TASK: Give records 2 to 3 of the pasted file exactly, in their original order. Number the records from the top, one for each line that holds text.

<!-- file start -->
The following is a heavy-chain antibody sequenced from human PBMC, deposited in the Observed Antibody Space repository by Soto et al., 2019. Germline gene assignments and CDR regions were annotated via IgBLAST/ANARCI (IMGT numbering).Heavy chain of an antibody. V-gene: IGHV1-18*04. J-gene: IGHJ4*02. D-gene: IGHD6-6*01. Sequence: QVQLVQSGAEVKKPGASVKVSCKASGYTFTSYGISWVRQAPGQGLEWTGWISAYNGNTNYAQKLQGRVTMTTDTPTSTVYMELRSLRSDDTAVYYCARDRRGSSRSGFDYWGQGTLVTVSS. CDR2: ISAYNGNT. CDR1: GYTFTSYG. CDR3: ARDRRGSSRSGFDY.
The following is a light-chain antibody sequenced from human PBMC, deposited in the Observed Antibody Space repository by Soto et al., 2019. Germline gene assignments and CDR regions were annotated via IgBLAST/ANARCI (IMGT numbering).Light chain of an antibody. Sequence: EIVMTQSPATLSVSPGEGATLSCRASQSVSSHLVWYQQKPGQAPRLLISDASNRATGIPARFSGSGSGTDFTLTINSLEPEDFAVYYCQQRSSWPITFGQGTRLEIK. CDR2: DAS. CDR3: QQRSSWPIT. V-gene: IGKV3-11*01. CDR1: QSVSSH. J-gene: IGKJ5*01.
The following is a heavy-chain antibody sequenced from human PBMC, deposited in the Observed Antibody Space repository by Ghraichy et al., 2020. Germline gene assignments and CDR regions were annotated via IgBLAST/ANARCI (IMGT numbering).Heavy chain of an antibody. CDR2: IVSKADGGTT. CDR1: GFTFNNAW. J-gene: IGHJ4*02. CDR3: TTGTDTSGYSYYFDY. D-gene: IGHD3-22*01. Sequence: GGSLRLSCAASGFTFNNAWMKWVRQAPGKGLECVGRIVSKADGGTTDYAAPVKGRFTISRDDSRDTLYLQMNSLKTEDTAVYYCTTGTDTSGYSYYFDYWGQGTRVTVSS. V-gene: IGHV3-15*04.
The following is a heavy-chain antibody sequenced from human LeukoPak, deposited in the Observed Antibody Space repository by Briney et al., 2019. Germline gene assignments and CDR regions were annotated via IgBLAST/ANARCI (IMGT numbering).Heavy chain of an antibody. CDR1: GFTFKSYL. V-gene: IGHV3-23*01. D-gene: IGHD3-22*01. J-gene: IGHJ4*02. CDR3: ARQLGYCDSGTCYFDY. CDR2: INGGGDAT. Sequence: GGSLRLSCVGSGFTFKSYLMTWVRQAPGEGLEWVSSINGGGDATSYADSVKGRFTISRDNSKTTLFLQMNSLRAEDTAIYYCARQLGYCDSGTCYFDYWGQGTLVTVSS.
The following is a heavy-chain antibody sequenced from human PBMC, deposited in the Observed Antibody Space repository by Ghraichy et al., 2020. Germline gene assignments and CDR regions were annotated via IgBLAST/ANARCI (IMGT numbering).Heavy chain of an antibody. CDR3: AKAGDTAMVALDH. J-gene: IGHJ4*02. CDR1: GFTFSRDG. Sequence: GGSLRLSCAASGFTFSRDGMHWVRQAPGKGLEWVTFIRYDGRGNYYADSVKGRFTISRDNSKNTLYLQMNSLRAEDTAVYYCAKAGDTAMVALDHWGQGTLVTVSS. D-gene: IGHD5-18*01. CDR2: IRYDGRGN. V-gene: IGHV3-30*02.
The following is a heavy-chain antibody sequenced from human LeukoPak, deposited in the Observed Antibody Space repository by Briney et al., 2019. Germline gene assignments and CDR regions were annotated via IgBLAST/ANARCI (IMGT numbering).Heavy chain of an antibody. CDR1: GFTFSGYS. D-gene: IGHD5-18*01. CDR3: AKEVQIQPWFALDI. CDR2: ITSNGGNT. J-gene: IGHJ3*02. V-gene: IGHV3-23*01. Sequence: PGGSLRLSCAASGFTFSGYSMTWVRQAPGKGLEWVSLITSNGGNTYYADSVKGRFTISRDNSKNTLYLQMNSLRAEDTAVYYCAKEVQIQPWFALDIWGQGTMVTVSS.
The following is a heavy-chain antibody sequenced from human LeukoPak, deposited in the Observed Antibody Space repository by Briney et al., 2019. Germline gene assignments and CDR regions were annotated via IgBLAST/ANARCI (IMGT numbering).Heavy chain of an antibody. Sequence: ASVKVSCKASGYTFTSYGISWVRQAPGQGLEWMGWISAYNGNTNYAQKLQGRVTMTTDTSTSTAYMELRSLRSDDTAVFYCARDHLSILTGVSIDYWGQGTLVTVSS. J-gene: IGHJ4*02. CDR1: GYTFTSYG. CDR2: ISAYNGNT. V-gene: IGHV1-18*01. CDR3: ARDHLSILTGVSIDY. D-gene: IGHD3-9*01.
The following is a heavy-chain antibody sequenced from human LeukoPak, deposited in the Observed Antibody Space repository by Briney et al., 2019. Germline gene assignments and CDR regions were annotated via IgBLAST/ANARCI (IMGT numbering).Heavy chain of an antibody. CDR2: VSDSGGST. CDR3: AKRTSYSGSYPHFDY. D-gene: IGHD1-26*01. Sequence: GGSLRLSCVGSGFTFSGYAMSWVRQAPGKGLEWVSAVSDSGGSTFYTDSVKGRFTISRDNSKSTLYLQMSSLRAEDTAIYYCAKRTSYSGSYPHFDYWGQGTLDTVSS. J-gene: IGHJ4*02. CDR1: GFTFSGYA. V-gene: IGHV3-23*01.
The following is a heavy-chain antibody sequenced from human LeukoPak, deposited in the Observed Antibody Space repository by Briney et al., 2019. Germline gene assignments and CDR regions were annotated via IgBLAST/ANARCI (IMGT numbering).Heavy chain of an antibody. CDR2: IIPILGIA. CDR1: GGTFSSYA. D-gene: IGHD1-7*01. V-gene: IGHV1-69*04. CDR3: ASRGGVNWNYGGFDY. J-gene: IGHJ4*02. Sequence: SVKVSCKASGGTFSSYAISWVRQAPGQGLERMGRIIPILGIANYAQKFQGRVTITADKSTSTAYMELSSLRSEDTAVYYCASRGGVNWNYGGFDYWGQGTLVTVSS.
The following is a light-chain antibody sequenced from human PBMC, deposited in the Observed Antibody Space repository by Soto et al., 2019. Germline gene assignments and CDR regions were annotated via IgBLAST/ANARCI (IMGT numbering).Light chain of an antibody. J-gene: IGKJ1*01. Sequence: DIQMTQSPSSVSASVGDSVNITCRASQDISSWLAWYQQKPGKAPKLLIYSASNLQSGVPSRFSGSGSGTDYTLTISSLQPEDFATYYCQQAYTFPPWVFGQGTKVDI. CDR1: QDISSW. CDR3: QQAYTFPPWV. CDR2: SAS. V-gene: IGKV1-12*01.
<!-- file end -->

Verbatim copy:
The following is a light-chain antibody sequenced from human PBMC, deposited in the Observed Antibody Space repository by Soto et al., 2019. Germline gene assignments and CDR regions were annotated via IgBLAST/ANARCI (IMGT numbering).Light chain of an antibody. Sequence: EIVMTQSPATLSVSPGEGATLSCRASQSVSSHLVWYQQKPGQAPRLLISDASNRATGIPARFSGSGSGTDFTLTINSLEPEDFAVYYCQQRSSWPITFGQGTRLEIK. CDR2: DAS. CDR3: QQRSSWPIT. V-gene: IGKV3-11*01. CDR1: QSVSSH. J-gene: IGKJ5*01.
The following is a heavy-chain antibody sequenced from human PBMC, deposited in the Observed Antibody Space repository by Ghraichy et al., 2020. Germline gene assignments and CDR regions were annotated via IgBLAST/ANARCI (IMGT numbering).Heavy chain of an antibody. CDR2: IVSKADGGTT. CDR1: GFTFNNAW. J-gene: IGHJ4*02. CDR3: TTGTDTSGYSYYFDY. D-gene: IGHD3-22*01. Sequence: GGSLRLSCAASGFTFNNAWMKWVRQAPGKGLECVGRIVSKADGGTTDYAAPVKGRFTISRDDSRDTLYLQMNSLKTEDTAVYYCTTGTDTSGYSYYFDYWGQGTRVTVSS. V-gene: IGHV3-15*04.